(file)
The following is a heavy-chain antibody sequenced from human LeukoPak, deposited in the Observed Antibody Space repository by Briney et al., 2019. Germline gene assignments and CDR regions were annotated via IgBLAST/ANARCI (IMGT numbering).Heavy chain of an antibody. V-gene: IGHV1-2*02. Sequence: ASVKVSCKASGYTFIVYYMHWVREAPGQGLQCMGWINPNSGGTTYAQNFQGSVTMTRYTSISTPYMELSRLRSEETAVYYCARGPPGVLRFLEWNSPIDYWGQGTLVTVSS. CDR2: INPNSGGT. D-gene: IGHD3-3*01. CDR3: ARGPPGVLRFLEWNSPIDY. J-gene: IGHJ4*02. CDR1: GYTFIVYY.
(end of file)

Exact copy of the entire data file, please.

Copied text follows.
The following is a heavy-chain antibody sequenced from human LeukoPak, deposited in the Observed Antibody Space repository by Briney et al., 2019. Germline gene assignments and CDR regions were annotated via IgBLAST/ANARCI (IMGT numbering).Heavy chain of an antibody. V-gene: IGHV1-2*02. Sequence: ASVKVSCKASGYTFIVYYMHWVREAPGQGLQCMGWINPNSGGTTYAQNFQGSVTMTRYTSISTPYMELSRLRSEETAVYYCARGPPGVLRFLEWNSPIDYWGQGTLVTVSS. CDR2: INPNSGGT. D-gene: IGHD3-3*01. CDR3: ARGPPGVLRFLEWNSPIDY. J-gene: IGHJ4*02. CDR1: GYTFIVYY.